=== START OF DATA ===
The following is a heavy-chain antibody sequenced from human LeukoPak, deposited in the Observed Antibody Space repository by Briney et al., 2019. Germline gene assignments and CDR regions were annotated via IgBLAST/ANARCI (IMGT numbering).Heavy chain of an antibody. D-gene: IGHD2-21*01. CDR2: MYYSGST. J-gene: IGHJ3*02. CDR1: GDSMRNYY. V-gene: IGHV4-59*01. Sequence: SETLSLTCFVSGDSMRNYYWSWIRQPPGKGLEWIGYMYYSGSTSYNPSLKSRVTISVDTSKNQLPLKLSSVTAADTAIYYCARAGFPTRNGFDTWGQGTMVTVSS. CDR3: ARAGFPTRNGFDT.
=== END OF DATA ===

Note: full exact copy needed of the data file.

The following is a heavy-chain antibody sequenced from human LeukoPak, deposited in the Observed Antibody Space repository by Briney et al., 2019. Germline gene assignments and CDR regions were annotated via IgBLAST/ANARCI (IMGT numbering).Heavy chain of an antibody. D-gene: IGHD2-21*01. CDR2: MYYSGST. J-gene: IGHJ3*02. CDR1: GDSMRNYY. V-gene: IGHV4-59*01. Sequence: SETLSLTCFVSGDSMRNYYWSWIRQPPGKGLEWIGYMYYSGSTSYNPSLKSRVTISVDTSKNQLPLKLSSVTAADTAIYYCARAGFPTRNGFDTWGQGTMVTVSS. CDR3: ARAGFPTRNGFDT.